The Independent Voice of Southern Methodist University Since 1915

The Daily Campus

The Daily Campus

The Independent Voice of Southern Methodist University Since 1915

The Daily Campus

The Independent Voice of Southern Methodist University Since 1915

The Daily Campus


Stroke survivor tells story of recovery

Jill Bolte Taylor
CASEY LEE/The Daily Campus
Jill Bolte Taylor

Jill Bolte Taylor (CASEY LEE/The Daily Campus)

Nueroanatomist Jill Bolte Taylor is extremely thankful for both for her life and her fully functioning brain after suffering a rare form of stroke.

She shared gratitute with her audience Tuesday night when discussing how she rebuilt her own brain.

Taylor, an esteemed nueroanatomist, gave a speech in McFarlin auditorium, as part of the Tate lecture series. She focused on the beauty of the brain when it is healthy and allowed to function properly. Drawing from both her knowledge of the brain and her personal experience with brain damage, Taylor remarked continuously throughout her speech that she hoped the audience would have a greater appreciation for this incredible organ.

Flashing pictures of post-mortem brains onto the screen Taylor drew similarities between the audience and the brain.

“You all look like a big brain to me,” she said. “It’s beautiful!”

Taylor encouraged the audience to see their brain as a “life force power.” She said that understanding your brain as a powerful organ will allow humanity to be made more humane.

“You have the capacity to change everything that happens in the city of Dallas,” Taylor said.

After explaining the more technical aspects of the brain in layman’s terms, she broke down the components of human life. She divided the brain into the left and right sides, expounding upon the common knowledge they control, structural vs. creative, respectively.

A technical account of the different lobes was then given.

After taking a moment to breathe and take a drink of water, Taylor began to tell the story of Dec. 10, 1996. She was carrying out research and teaching at Harvard, having a great time, unaware that the migraines she experienced were actually a brain abnormality.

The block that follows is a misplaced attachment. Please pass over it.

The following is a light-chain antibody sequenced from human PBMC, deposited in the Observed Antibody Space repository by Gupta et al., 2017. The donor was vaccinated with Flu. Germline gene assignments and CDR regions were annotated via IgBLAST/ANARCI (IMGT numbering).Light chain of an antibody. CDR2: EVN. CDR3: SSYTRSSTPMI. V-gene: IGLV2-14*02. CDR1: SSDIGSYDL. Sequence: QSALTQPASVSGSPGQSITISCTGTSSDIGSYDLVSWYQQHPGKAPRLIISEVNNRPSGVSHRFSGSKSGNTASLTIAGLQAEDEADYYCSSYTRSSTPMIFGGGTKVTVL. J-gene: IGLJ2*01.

Taylor described the feeling of losing her sense of reality as euphoric. “Imagine what it would be like to lose 37 years of emotional baggage,” she said.

When she realized that she was having a stroke she remembers realizing what an interesting opportunity it was for her. After all, most brain scientists are not offered the opportunity to study their own brain from the inside out.

She said that she thought to herself, “I’ll do this stroke thing for a week or two.”
As Taylor’s story was drawing to a close and she was encouraging the listeners to build lifelines in case of an emergency, shouts of panic rose among the crowd.

“Is there a doctor in the house? Someone call 911.”

A hush fell over the crowd and as the paramedics arrived to deal with a young male, who is reported by the Tate Usher staff to have merely passed out, Taylor carried on with respect. She asked that for a moment the audience “Hold in our hearts openness, compassion and love.” For a moment her voice choked, but she was able to quiet the murmurs of the crowd by continuing her speech.

After sharing her journey with the crowd, she urged the audience to live a healthy life respecting the ‘life force power’ that is the brain, an organ contained in every human being.

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